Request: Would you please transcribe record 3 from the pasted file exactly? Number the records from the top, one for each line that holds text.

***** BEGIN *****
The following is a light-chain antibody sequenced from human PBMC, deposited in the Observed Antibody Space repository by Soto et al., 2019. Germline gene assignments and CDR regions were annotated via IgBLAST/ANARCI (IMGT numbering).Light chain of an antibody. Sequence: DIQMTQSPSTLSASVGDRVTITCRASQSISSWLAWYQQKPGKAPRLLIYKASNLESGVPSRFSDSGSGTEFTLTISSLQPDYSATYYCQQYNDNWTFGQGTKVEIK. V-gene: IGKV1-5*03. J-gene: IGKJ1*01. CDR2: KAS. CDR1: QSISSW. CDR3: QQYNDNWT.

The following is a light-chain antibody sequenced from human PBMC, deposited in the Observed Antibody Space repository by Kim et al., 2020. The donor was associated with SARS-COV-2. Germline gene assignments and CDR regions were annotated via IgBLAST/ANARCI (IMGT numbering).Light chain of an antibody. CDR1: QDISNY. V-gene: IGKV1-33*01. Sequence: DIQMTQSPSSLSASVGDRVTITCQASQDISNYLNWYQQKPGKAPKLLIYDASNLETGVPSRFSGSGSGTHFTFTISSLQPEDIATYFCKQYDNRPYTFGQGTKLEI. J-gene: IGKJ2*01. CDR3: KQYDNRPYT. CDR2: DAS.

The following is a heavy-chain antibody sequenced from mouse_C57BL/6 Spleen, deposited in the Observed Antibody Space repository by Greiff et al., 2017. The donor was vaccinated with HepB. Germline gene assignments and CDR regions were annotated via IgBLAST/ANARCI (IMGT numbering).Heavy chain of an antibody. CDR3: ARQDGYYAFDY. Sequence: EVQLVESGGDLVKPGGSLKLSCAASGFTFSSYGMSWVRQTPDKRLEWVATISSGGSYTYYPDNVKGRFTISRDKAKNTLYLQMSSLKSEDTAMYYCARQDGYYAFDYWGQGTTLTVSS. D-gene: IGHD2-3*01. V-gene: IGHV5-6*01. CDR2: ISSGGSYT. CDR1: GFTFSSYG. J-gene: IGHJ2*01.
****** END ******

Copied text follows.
The following is a heavy-chain antibody sequenced from mouse_C57BL/6 Spleen, deposited in the Observed Antibody Space repository by Greiff et al., 2017. The donor was vaccinated with HepB. Germline gene assignments and CDR regions were annotated via IgBLAST/ANARCI (IMGT numbering).Heavy chain of an antibody. CDR3: ARQDGYYAFDY. Sequence: EVQLVESGGDLVKPGGSLKLSCAASGFTFSSYGMSWVRQTPDKRLEWVATISSGGSYTYYPDNVKGRFTISRDKAKNTLYLQMSSLKSEDTAMYYCARQDGYYAFDYWGQGTTLTVSS. D-gene: IGHD2-3*01. V-gene: IGHV5-6*01. CDR2: ISSGGSYT. CDR1: GFTFSSYG. J-gene: IGHJ2*01.